Rapid diagnostic device for trachoma eye infection delivers first promising result

Press release / November 19, 2020

A molecular biological, chip-based rapid test for the diagnosis of the eye infection trachoma developed at the Fraunhofer Institute for Cell Therapy and Immunology IZI has proven promising in first studies. The results of the study carried out together with the London School of Hygiene & Tropical Medicine and the Kilimanjaro Christian Medical Centre, Tanzania, have now been published in the journal "Parasites & Vectors". The development of the DjinniChip was supported by the ClearTrachoma project of the non-profit organization Task Force for Global Health in a program of the Coalition for Operational Research on Neglected Tropical Diseases (COR-NTD).

Dr. Natalia Sandetskaya, Fraunhofer IZI (left), and a KCMC field nurse carry out tests with the DjinniChip in rural Tanzania.
© Fraunhofer IZI
Dr. Natalia Sandetskaya, Fraunhofer IZI (left), and a KCMC field nurse carry out tests with the DjinniChip in rural Tanzania.

The highly contagious eye disease trachoma, which can lead to blindness if left untreated, is caused by an infection with Chlamydia trachomatis. Trachoma is one of the most common eye diseases, especially in tropical regions with poor hygienic conditions. The pathogen is transmitted by direct contact, for example by sharing washcloths or towels. But flies can also become carriers of the infection by sitting in the corners of the eyelid and infecting the eyes.

No laboratory infrastructure is required for the molecular biological DjinniChip, a rapid test combining isothermal DNA amplification (LAMP) with lateral flow detection, developed by the Fraunhofer IZI MicroDiagnostics Unit. The analysis can also be performed device-free, with the naked eye. For field research purposes, more than 350 eye swabs from the sample collection of the Kilimanjaro Christian Medical Centre were tested for Chlamydia trachomatis last year. The tests were carried out by the scientists in the laboratory as well as in the field.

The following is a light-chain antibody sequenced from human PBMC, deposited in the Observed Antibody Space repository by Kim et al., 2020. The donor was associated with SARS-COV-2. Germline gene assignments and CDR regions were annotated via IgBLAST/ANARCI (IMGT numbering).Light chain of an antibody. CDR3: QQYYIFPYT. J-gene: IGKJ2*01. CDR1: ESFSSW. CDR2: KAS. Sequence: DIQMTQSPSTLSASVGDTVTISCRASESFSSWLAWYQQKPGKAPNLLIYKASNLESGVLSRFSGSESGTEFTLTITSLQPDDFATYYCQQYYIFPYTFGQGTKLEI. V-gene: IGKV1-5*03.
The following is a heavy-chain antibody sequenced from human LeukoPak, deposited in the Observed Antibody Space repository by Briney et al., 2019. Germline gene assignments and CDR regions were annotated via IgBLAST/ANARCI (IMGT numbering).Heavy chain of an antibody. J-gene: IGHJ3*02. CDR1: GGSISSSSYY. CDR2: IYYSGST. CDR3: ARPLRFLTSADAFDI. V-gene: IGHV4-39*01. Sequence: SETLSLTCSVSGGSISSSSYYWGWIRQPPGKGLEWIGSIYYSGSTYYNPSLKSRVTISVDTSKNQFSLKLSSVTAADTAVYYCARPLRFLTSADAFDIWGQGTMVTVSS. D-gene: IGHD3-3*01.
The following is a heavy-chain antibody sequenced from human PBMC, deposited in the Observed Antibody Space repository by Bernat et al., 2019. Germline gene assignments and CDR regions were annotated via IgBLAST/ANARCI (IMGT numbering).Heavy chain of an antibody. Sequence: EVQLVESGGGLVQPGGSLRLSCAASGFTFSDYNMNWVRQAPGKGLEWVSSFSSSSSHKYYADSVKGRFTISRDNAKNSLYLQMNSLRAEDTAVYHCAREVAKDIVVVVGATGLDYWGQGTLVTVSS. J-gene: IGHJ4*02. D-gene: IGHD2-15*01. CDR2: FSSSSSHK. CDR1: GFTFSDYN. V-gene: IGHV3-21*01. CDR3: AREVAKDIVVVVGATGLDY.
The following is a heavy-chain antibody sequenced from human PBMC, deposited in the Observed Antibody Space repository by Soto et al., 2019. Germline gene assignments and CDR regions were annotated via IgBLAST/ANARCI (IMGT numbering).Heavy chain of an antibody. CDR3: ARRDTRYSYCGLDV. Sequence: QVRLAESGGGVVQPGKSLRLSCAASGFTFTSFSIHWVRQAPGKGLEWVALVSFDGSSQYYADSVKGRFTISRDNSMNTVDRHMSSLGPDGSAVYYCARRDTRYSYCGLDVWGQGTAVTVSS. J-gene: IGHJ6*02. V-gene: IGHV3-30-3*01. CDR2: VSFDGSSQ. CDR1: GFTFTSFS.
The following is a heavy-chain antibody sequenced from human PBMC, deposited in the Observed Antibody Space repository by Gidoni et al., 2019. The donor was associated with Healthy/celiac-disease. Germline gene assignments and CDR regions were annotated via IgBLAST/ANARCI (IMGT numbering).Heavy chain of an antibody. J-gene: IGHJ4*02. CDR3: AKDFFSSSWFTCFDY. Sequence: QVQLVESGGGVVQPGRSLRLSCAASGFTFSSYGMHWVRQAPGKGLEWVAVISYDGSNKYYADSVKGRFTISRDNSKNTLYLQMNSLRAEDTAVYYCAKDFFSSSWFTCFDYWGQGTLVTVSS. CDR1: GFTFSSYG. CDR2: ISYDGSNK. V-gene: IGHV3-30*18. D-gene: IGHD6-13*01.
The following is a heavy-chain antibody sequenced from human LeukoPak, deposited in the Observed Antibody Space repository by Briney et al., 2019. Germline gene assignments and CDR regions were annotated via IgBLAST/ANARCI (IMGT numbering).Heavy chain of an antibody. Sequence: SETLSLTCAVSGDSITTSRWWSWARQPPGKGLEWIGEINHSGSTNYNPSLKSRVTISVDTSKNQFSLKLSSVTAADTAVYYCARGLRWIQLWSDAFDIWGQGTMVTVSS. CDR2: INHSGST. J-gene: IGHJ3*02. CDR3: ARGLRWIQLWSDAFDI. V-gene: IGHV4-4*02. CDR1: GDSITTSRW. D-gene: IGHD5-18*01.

The results now published in the journal "Parasites & Vectors" are very promising. The DjinniChip proved to be easy to handle and delivered fast results even in the field. "This was one of the key points for us during development, the independence of the test system from a laboratory infrastructure. With such device-free detection with the naked eye, the DjinniChip can for example be used in rural areas of Africa," explains Dr. Natalia Sandetskaya, scientist at Fraunhofer IZI, who played a major role in the development.

With the DjinniChip, many cases of infection and non-infection with Chlamydia trachomatis were correctly diagnosed in the study. However, the test system did not yet show the expected high sensitivity, meaning to detect positive cases as positive. The team is now analyzing whether this could be the result of contamination within the samples to be tested and is working to further improve the technology. In addition to better test performance, the scientists want to make the DjinniChip more integrated and user-friendly. They are also looking to expand the range of applications to other indications. Particularly in times of a pandemic, the need for reliable rapid diagnostics that could help to better assess the occurrence of infections becomes apparent.